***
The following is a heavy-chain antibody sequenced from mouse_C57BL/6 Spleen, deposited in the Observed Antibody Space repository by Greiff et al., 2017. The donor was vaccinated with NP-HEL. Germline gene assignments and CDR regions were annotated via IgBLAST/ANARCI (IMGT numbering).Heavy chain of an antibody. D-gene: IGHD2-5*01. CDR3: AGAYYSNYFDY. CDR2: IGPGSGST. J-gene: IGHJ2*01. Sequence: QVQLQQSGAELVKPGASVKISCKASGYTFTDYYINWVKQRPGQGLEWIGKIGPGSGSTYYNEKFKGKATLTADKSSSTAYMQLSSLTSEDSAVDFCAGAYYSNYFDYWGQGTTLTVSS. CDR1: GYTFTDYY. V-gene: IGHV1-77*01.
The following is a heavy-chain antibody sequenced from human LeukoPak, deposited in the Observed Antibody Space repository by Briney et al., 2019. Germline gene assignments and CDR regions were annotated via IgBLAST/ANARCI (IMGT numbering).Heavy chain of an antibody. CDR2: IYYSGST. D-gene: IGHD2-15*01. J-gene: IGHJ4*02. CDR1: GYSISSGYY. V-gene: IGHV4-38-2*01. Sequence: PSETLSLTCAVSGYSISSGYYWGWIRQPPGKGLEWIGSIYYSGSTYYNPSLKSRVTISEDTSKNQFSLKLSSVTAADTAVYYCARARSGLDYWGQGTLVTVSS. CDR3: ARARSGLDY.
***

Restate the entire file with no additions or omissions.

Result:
The following is a heavy-chain antibody sequenced from mouse_C57BL/6 Spleen, deposited in the Observed Antibody Space repository by Greiff et al., 2017. The donor was vaccinated with NP-HEL. Germline gene assignments and CDR regions were annotated via IgBLAST/ANARCI (IMGT numbering).Heavy chain of an antibody. D-gene: IGHD2-5*01. CDR3: AGAYYSNYFDY. CDR2: IGPGSGST. J-gene: IGHJ2*01. Sequence: QVQLQQSGAELVKPGASVKISCKASGYTFTDYYINWVKQRPGQGLEWIGKIGPGSGSTYYNEKFKGKATLTADKSSSTAYMQLSSLTSEDSAVDFCAGAYYSNYFDYWGQGTTLTVSS. CDR1: GYTFTDYY. V-gene: IGHV1-77*01.
The following is a heavy-chain antibody sequenced from human LeukoPak, deposited in the Observed Antibody Space repository by Briney et al., 2019. Germline gene assignments and CDR regions were annotated via IgBLAST/ANARCI (IMGT numbering).Heavy chain of an antibody. CDR2: IYYSGST. D-gene: IGHD2-15*01. J-gene: IGHJ4*02. CDR1: GYSISSGYY. V-gene: IGHV4-38-2*01. Sequence: PSETLSLTCAVSGYSISSGYYWGWIRQPPGKGLEWIGSIYYSGSTYYNPSLKSRVTISEDTSKNQFSLKLSSVTAADTAVYYCARARSGLDYWGQGTLVTVSS. CDR3: ARARSGLDY.